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Remote treatment successfully delivers a usual-care weight loss and lifestyle intervention in adults with morbid obesity.

INTRODUCTION: Remote delivery of behavioral and lifestyle interventions has shown great potential for achieving weight loss comparable to in-person treatment. However, little is known about its effects on adherence and efficacy in a real-world setting. During the COVID-19 pandemic, our usual care, a 12-months treatment program for morbid obesity, had to be transitioned to remote delivery. We evaluated whether this had adverse effects on weight loss or adherence.

METHODS: We report retrospective data of 234 patients who either belonged to a cohort affected by the transition of treatment delivery (N=117, mean age = 44.2 years; BMI = 47.7 kg/m²) or to an individually matched control group treated prior to the pandemic (N=117, 44.4 years; 47.3 kg/m²). Weight loss, drop-outs, and attendance were compared between both groups and between remote and regular treatment periods.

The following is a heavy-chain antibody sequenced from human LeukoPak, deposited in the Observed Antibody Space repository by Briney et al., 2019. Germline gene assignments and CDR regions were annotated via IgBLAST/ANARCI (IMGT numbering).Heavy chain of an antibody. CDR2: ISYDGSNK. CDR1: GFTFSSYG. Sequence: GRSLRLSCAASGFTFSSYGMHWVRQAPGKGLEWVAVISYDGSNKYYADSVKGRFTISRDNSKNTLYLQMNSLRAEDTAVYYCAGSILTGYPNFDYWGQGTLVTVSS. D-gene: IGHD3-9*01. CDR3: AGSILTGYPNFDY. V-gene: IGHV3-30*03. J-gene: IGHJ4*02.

RESULTS: Weight loss and the number of drop-outs did not differ between the two groups and between treatment periods. However, attendance at remotely offered meetings was lower in the pandemic group (72.5%) when compared to the same meetings offered face-to-face in the control group (81.0%, p < .001).

DISCUSSION/CONCLUSION: Usual-care weight loss and lifestyle interventions for morbid obesity can be successfully delivered via remote treatment.

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